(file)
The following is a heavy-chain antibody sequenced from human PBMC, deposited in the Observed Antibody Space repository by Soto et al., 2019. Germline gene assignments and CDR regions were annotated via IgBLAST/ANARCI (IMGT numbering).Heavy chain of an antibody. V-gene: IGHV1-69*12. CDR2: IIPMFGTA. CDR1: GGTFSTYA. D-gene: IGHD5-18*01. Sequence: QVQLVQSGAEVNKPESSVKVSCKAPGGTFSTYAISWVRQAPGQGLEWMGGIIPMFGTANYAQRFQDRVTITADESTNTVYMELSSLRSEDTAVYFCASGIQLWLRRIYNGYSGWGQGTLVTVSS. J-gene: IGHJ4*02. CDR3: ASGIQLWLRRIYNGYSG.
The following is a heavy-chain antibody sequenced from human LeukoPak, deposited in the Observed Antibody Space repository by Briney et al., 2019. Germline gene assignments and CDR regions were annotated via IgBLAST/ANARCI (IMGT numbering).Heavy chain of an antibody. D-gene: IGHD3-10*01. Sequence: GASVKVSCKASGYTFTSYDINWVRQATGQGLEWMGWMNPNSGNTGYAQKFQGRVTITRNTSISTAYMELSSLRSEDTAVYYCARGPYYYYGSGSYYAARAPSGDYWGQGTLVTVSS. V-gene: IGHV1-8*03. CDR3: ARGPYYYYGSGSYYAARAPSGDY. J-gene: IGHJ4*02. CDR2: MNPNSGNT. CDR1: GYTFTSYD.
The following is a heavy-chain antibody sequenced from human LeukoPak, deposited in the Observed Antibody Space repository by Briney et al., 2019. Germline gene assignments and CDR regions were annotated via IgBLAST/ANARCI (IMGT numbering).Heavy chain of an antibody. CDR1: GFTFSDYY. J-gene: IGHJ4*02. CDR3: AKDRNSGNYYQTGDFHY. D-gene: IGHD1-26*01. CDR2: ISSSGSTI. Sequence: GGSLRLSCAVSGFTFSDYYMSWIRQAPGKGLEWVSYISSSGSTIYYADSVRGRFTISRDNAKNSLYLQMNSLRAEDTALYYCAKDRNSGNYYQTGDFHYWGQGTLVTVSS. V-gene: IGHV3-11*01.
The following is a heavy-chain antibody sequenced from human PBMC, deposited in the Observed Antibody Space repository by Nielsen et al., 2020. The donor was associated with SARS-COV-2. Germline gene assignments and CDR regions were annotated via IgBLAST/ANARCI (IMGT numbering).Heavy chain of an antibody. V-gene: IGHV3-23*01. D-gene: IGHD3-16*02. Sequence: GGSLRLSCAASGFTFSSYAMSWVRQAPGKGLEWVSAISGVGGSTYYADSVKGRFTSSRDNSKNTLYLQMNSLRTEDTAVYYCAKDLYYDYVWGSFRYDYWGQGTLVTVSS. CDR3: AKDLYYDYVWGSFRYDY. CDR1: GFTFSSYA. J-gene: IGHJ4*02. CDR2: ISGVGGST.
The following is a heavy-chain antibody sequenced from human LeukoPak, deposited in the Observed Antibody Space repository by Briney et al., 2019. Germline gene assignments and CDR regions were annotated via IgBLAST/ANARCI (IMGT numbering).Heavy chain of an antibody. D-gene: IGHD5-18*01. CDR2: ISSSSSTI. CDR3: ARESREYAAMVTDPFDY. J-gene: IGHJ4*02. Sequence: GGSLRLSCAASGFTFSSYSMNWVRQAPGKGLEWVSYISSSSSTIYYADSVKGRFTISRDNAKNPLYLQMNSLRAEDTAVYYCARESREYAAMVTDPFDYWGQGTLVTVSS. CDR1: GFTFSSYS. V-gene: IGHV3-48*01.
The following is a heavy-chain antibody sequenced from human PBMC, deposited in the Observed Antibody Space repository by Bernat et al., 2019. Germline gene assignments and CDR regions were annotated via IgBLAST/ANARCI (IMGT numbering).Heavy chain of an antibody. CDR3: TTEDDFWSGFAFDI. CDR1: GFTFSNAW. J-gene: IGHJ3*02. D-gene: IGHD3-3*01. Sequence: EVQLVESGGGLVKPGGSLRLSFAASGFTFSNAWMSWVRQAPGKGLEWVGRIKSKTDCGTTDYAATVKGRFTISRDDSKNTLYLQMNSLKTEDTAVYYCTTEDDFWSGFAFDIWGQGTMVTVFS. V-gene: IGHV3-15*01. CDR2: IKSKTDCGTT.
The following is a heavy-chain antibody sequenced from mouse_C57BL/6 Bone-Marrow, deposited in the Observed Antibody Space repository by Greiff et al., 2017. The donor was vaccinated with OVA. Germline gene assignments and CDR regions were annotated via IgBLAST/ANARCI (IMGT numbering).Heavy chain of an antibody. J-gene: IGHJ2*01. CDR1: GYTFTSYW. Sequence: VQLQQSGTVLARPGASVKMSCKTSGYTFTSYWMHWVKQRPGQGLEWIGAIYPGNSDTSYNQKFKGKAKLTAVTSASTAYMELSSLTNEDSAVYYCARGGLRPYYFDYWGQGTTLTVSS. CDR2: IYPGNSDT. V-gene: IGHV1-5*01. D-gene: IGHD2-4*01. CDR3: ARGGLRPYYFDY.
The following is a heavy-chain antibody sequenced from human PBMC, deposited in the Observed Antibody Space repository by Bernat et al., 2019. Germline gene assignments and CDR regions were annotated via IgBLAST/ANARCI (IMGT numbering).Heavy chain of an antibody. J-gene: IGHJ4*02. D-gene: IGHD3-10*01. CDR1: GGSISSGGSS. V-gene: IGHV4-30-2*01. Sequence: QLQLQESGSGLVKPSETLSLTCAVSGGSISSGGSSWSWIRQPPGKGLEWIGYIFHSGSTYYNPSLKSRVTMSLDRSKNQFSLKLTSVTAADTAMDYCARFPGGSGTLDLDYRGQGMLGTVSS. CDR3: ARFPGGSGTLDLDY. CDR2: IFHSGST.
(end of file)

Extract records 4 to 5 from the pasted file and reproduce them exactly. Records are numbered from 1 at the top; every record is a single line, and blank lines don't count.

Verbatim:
The following is a heavy-chain antibody sequenced from human PBMC, deposited in the Observed Antibody Space repository by Nielsen et al., 2020. The donor was associated with SARS-COV-2. Germline gene assignments and CDR regions were annotated via IgBLAST/ANARCI (IMGT numbering).Heavy chain of an antibody. V-gene: IGHV3-23*01. D-gene: IGHD3-16*02. Sequence: GGSLRLSCAASGFTFSSYAMSWVRQAPGKGLEWVSAISGVGGSTYYADSVKGRFTSSRDNSKNTLYLQMNSLRTEDTAVYYCAKDLYYDYVWGSFRYDYWGQGTLVTVSS. CDR3: AKDLYYDYVWGSFRYDY. CDR1: GFTFSSYA. J-gene: IGHJ4*02. CDR2: ISGVGGST.
The following is a heavy-chain antibody sequenced from human LeukoPak, deposited in the Observed Antibody Space repository by Briney et al., 2019. Germline gene assignments and CDR regions were annotated via IgBLAST/ANARCI (IMGT numbering).Heavy chain of an antibody. D-gene: IGHD5-18*01. CDR2: ISSSSSTI. CDR3: ARESREYAAMVTDPFDY. J-gene: IGHJ4*02. Sequence: GGSLRLSCAASGFTFSSYSMNWVRQAPGKGLEWVSYISSSSSTIYYADSVKGRFTISRDNAKNPLYLQMNSLRAEDTAVYYCARESREYAAMVTDPFDYWGQGTLVTVSS. CDR1: GFTFSSYS. V-gene: IGHV3-48*01.